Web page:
This is a report from a fellow participant of the Chicago chant workshop by CMAA this summer. There were lots of wonderful stories reported after the workshop, but this is my favorite.
After hearing amazing stories from various chanters, I supposed I should write something to report the chant activity at N.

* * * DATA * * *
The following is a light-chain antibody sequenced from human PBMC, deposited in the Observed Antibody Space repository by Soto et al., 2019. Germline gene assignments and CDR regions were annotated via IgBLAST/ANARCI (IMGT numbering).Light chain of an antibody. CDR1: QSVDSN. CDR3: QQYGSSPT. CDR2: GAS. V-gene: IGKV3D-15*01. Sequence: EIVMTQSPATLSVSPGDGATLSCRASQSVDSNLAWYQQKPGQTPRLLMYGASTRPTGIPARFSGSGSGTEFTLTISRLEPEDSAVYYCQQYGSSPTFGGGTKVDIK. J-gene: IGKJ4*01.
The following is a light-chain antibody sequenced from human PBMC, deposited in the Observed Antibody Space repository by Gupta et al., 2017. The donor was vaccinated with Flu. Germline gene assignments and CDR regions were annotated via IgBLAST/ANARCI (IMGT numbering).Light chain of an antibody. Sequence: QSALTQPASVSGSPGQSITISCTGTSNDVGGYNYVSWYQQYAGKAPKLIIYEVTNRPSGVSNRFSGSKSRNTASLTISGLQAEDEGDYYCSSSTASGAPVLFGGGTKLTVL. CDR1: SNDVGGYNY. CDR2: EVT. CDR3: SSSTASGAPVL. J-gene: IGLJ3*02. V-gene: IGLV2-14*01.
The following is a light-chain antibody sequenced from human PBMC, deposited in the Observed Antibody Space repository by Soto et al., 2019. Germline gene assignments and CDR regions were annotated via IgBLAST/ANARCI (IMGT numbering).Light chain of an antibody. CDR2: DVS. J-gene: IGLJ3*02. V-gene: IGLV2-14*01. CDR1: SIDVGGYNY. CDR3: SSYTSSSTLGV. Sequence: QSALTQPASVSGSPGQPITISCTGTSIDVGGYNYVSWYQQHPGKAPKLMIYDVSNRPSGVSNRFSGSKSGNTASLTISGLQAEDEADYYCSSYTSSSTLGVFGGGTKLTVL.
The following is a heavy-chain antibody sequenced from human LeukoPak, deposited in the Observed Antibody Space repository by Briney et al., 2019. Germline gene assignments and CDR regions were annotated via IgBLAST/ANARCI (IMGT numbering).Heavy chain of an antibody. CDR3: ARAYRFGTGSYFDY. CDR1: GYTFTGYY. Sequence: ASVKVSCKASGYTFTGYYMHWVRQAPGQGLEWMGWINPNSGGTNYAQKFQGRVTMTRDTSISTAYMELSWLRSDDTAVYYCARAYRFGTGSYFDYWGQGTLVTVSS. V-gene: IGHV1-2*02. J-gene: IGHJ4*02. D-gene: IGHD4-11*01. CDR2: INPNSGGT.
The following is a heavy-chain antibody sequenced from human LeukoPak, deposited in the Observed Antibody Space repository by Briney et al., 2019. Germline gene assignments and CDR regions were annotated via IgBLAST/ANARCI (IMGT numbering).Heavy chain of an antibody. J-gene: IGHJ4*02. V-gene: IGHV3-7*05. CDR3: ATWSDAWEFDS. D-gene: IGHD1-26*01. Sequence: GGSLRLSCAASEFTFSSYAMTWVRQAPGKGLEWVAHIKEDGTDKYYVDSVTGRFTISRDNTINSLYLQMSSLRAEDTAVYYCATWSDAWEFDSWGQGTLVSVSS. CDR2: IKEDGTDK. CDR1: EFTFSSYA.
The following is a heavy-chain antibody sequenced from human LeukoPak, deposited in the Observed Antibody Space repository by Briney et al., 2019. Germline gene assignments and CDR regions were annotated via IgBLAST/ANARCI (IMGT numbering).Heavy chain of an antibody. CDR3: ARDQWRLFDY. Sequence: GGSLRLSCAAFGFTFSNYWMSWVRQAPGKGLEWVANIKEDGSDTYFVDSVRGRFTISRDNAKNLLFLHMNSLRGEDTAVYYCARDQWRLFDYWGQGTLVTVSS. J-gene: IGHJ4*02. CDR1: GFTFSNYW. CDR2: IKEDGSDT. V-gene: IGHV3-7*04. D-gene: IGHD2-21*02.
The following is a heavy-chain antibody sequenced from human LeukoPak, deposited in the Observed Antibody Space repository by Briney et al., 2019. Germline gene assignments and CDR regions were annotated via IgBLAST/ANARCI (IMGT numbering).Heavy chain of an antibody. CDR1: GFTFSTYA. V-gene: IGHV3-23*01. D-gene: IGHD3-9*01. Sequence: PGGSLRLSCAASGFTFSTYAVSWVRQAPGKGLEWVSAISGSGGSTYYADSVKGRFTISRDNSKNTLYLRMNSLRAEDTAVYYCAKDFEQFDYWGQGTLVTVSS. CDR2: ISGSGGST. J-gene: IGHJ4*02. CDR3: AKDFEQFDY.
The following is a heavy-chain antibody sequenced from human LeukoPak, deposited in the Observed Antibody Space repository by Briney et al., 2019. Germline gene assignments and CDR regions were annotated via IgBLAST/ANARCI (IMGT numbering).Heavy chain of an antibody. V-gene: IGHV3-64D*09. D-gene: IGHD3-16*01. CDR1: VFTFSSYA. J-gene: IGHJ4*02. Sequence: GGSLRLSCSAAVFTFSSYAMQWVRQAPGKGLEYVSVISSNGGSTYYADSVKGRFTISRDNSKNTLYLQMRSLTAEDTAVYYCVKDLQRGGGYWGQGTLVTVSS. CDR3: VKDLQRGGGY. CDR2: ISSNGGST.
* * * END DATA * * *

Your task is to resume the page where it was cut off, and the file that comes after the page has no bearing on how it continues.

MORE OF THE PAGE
'Right after the chant intensive workshop, I went to Quebec city for the International Eucharistic Congress. There was a 3-mile long Corpus Christi procession in downtown Quebec city. A friend of mine in the schola and myself started singing Gregorian chants during the procession. We sang Salve Regina, Tantum ergo, Pange Lingua, Missa de Angelis, Credo III. Gradually, some people around us (mostly young people and seminarians in their twenties like myself) started joining us. Later on, we found older people (over 60) joined us singing. It's very interesting so see that young people like us can connect with older Catholics in such a unique, and CATHOLIC way. After we were done singing Tantum ergo, a Canadian gentleman chanted the first part of the versicle: Panem de caelis praestitisti eis, and then an African nun 5 feet away responded him by chanting the second part of the versicle: Omne delectamentum in se habentem. I was deeply impressed by that scene. An African nun, a Canadian man, and myself (who was born and raised in Hong Kong) had no problem communicating our faith at all because we sing the same chants everywhere in the world. I was like...wow...that's REALLY CATHOLIC. Having people sing the Credo in Latin in international gathering of Catholics exemplifies the universality of the Catholic Church much better than having 10 different languages sung in the same Creed. And I'm glad that we did sing the Credo in Latin at the big Mass in the Eucharistic Congress. They actually used a lot more chants than I expected. The Sanctus and Agnus Dei from Orbis Factor were used almost daily during the Congress. Pater Noster and all the responses before the Gospel and Preface were sung in every Mass.